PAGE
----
A West Texas thunderstorm on July 24 kicked up a dust cloud as the winds passed over ground parched and barren from a drought that began back in 2010. As the dust passed over Interstate 20 just before 8 p.m., drivers lost sight of the road before them and quickly slowed down, setting off a chain of collisions as 17 cars and trucks ran into one another. Two 18-wheelers sandwiched one car, killing its driver and passenger.
Nearly 60 percent of the United States, mostly in the center and west of the country, is currently experiencing moderate to exceptional drought conditions, according to the National Drought Monitor, and the drought is expected to persist into 2013 for many of those already parched states. The effects of these dry times have come in many forms: The costs of agricultural products, including beef and corn, and the food products derived from them have risen. Barges are having difficulty traversing the Mississippi River. Dry soil is causing the foundations of some homes to crack and leak. And dust storms, like the one in Texas, are echoing the 1930s Dust Bowl, the subject of a new documentary by Ken Burns that premieres on PBS this weekend.
Drought is a natural phenomenon, especially in the semiarid Great Plains. But the way that humans interact with their environment prior to and during a drought can profoundly affect not only how well they weather such an event but also aspects of the drought itself. The Dust Bowl provides the best—or perhaps, most horrific—example of the phenomenon, but the current drought may be foreshadowing an even worse future.
The 1930s drought, though longer, was not too unlike the one now. Scientists have traced the drought of the Dust Bowl years to abnormal sea surface temperatures. and likewise have blamed La Nina for the current drought. “Those are naturally occurring events,” says Richard Seager, a climatologist at the Lamont-Doherty Earth Observatory of Columbia University.
Hot weather and little rain isn’t enough to create a Dust Bowl, though—humans helped. “Human-induced land degradation is likely to have not only contributed to the dust storms of the 1930s but also amplified the drought,” Seager and his colleagues wrote in a 2009 article in the Proceedings of the National Academy of Sciences. “These together turned a modest…drought into one of the worst environmental disasters the U.S. has experienced.”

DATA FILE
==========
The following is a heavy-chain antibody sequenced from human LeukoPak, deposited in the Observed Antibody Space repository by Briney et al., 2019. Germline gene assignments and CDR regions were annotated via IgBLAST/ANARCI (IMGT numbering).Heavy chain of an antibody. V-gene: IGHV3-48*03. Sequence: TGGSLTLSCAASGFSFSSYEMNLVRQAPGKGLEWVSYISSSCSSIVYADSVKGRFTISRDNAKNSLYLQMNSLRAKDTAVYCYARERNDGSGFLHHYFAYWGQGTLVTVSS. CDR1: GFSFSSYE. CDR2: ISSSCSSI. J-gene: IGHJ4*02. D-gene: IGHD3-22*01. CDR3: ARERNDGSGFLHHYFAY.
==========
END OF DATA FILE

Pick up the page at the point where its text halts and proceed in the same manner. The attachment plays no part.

That land degradation in the late 19th and early 20th centuries came from emigrants moving into the Great Plains as the American West opened up for settlement. Lured by promises of 160 acres of land and a seemingly good climate for growing things, people flocked to the semi-arid region. Using tractors and plows, they dug up 5.2 million acres of grassland between 1925 and the early 1930s.
Weather in the middle of the United States, then and now, is dominated by dry winds from the West but also marked by violent clashes caused by air moving in from the Arctic or the Gulf of Mexico. “It is an unreliable, intractable place, wildly oscillating around an almost meaningless mean,” University of Kansas historian Donald Worster wrote in Dust Bowl: The Southern Plains in the 1930s.
Wetter than average in the first decades of the 20th century, the weather of the Great Plains misled settlers, and they pushed into places not particularly suitable for agriculture. And when the pendulum had swung from wet to dry in the early 1930s, the native grasses and vegetation that had held the soil in place during previous droughts were gone, replaced by wheat and other crops that quickly withered and died under the hot sun.
“If you get rid of plant cover, or reduce it in various ways, then more of the energy of the wind is able to get to the soil surface and therefore, you [get] more dust emission,” says Greg Okin, a University of California, Los Angeles geographer.
The year 1932 saw 14 dust storms, followed by 38 in 1933 and another 22 in 1934. By the middle of the decade, the people of the Great Plains knew what to do when a dust storm was on the horizon. On April 14, 1935, when Pauline Winkler Grey of Meade County, Kansas, saw a smoky grey-blue haze in the distance, her family quickly sealed the cracks around the windows in their small house, despite the heat.